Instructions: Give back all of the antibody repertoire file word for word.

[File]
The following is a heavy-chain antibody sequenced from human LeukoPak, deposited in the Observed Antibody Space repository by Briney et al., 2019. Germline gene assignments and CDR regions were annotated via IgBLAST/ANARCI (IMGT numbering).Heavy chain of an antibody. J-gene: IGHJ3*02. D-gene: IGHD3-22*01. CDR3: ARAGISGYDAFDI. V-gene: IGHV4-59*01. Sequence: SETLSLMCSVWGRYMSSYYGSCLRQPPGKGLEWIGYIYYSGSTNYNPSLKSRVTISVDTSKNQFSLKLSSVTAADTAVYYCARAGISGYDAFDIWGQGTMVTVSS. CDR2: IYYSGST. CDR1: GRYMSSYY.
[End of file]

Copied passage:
The following is a heavy-chain antibody sequenced from human LeukoPak, deposited in the Observed Antibody Space repository by Briney et al., 2019. Germline gene assignments and CDR regions were annotated via IgBLAST/ANARCI (IMGT numbering).Heavy chain of an antibody. J-gene: IGHJ3*02. D-gene: IGHD3-22*01. CDR3: ARAGISGYDAFDI. V-gene: IGHV4-59*01. Sequence: SETLSLMCSVWGRYMSSYYGSCLRQPPGKGLEWIGYIYYSGSTNYNPSLKSRVTISVDTSKNQFSLKLSSVTAADTAVYYCARAGISGYDAFDIWGQGTMVTVSS. CDR2: IYYSGST. CDR1: GRYMSSYY.